Recreational Vehicle Storage

The experience of owning an RV should be enjoyable and carefree, not
filled with worry about protecting and maintaining your vehicle.
More and more owners are now opting to store their RV’s in prefabricated
steel buildings to ensure their prized vehicle is protected
from inclement weather, ever changing temperatures and the wear and tear of being outdoors.

Steel structures can be designed with maximum flexibility to fit any
size or type of RV, and most manufacturers provide cosmetics additions
for steel buildings, including stucco, brick or wooden exterior panels,
which allow your RV storage to blend in with your home and other nearby

Steel carports make a great option for storing RV’s as they are the most
structurally sound type of building currently on the market and have
been safety tested to withstand tornados, hail storms, earthquakes and a
variety of other potentially damaging forces of nature.

Building your own on-site RV garage will also save you a great deal of
money on insurance. One of the reasons steel has
quickly become such a popular building option is because of its ability
to withstand fire and extreme heats. For this reason most insurance
companies will reduce your price of fire insurance when you have a steel
RV garage. To get the maximum savings on fire insurance add at least two
to three inches of fire rated insulation around all four walls of the
structure. When insuring your new garage most insurance companies will
give you an additional saving on premiums, up to 40 percent, if it’s
built from steel because of the strength and easy of maintenance for
steel structures.

Did you just purchase your RV and are looking to protect it quickly?
Don’t worry prefabricated steel kits are easy to erect and take much
less time than traditional wood or brick garages. The average warranty
lifetime for a steel RV garage is about 20 years, so what are you
waiting for? Read below to find the proper planning and preparation to
ensure you and your RV have many years of enjoyment ahead.

Placement of your RV Garage

Before you start planning the garage itself you must first consider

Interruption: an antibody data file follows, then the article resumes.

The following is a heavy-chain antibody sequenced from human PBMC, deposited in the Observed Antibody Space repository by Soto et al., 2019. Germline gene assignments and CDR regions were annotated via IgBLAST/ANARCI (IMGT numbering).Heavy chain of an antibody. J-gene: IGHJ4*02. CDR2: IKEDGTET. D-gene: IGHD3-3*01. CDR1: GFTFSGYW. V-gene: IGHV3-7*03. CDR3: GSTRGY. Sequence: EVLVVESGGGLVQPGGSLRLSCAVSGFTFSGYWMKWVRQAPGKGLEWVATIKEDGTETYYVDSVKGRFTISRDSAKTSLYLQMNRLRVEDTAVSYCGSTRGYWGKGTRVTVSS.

where on your property you are going to place the structure. The
placement and orientation of the building will have an impact on its
design. When building a garage it’s ideal to build it on flat land, look
for already flat expanses of land existing on your property, which will
reduce costs in leveling and preparing the ground.

Also be wary of the height of the land compared to surrounding areas. If
the land you have selected is lower than the rest of the land on your
property it may be susceptible to flooding and sitting water. You may
want to reconsider the placement of your garage, or take extra
precautions when building the structure to handle heavy water traffic.
Most manufacturers offer in-ground drain systems and down spouts which
can help anticipate the buildup of water and redirect it away from your
building and RV. Some local and state governments will place
restrictions on how close to another building or property line you can
build a structure. Make sure to consult all local building codes and
regulations before beginning your project.

Foundation of your RV Garage

Every structure needs a solid foundation to stand on. Consider whether
you will anchor your structure, or build it upon a solid concrete sheet.
Anchoring the structure, by embedding stakes into the surrounding ground
may be a faster and slightly less expensive solution but you then you
must take into account the type of ground your van will be sitting on.
Will your RV be sitting on top of gravel, or rocks? These types of
surfaces are not the most supportive for heavy RV tires, and may make it
less convenient for you fix and clean your RV within the confines of
your garage.

The better option may be to create a concrete base on which to place
your building. A concrete base will provide a smooth surface for owners
to work on when making repairs to the vehicle, and an even surface is
optimal for keeping the alignment of the RV and its tires is good
condition. When building a concrete slab for your building to rest upon
it should be at lease 4″ wider and 6″ longer than the desired length of
your building. This will help evenly distribute the weight of the
structure and protect the center of your foundation from cracks and wear
and tear during construction and use.

Size of your RV Garage

When planning the size of your RV garage it is better to plan for future
growth. Do not be afraid to include additional space in your initial
floor plan to provide enough room for mechanical fixes and the cleaning
of your RV, or future upgrades to a larger model. Also be aware of any
fold out parts or expansions on your RV. It is best to account for all
parts of your RV being fully expanded when stored in the garage to
maneuvering and cleaning possible from the comfort and protection of the
shelter offered from your steel structure. If you are unsure how much
additional room to include many experts recommend you calculate the
total square footage of your fully expanded vehicle then take that
measurement and multiply it 1.5.

Also be mindful of additional maintenance stations you may want to
include within your garage. For owners who live in colder climates it
may be beneficial to include an indoor cleaning system. For any
additional upgrades that may require electricity or running water make
you identify all power lines and water mains that run throughout your
property and consider how to access these lines when initially deciding
upon the placement for your steel structure.


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Contact Info

12345 West Elm Street

Phone: 1.888.456.7890

Fax: 1.888.654.9876

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